At Wolviston the teaching of reading is a high priority as it provides the key to accessing so much of the curriculum. We have a multi-faceted approach with the teaching of systematic synthetic phonics providing the foundation to this. We offer as many opportunities as possible for children to read in both formal and informal settings.
Our approach to teaching phonics begins in Nursery and continues through the Foundation Stage and into Key Stage One. Any children who have not reached the required standard by the end of Key Stage One will continue with a personalised phonics intervention programme in Key Stage Two. It is important to be consistent in the teaching of phonics, so throughout school we have adopted a validated, systematic synthetic phonics programme linked to our core reading scheme. ‘Floppy Phonics’ develops pupils’ speaking and listening skills, as well as preparing pupils for learning to read by developing their phonic knowledge and skills. It sets out a detailed programme for teaching phonics with the aim of children becoming fluent readers by the end of Year Two. Children are exposed to the phases of phonics that are appropriate for their age, any children who experience difficulty in retaining what they have been taught are helped with intervention in small groups. During your child’s time in school you will be offered the opportunity to attend workshops which help you to understand the way we teach phonics in school and how children are tested at Year 1.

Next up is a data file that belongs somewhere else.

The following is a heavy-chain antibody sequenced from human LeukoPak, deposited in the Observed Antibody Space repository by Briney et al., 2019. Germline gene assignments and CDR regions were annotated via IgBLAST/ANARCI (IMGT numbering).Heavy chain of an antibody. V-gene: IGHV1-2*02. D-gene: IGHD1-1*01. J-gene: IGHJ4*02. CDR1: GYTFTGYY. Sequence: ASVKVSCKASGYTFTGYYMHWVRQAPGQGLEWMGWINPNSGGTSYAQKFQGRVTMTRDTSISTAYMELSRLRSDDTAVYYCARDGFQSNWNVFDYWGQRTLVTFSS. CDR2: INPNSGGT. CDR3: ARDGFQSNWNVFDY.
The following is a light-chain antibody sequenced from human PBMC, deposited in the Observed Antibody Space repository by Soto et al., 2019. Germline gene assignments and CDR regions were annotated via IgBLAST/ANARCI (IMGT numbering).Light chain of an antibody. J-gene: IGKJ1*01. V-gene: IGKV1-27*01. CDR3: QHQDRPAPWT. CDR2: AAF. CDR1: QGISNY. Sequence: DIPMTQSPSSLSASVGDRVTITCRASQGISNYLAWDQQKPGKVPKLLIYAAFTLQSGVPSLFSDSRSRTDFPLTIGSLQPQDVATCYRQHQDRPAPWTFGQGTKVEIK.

Our school reading scheme contains a wide variety of books from Floppy Phonics and Oxford Reading Tree. The books can be decoded using phonics but some, as in all books’ require children to employ a range of reading strategies. The aim of our scheme is to develop fluent, competent readers who understand what they have read. The scheme contains books from different genres so that children get used to reading stories, poems, play-scripts, fiction and non-fiction. We have many parents and grandparents who, along with teachers and teaching assistants, provide children with many opportunities to read in school and have their books changed very regularly. It is also expected that children will read at home most days. Reading records are sent home with reading books and we aim to work in partnership with parents in helping children both to learn to read and to love reading. Once children become competent readers they access ‘free- readers’ and for children who begin to fall behind with their reading we provide the intervention to help to accelerate progress.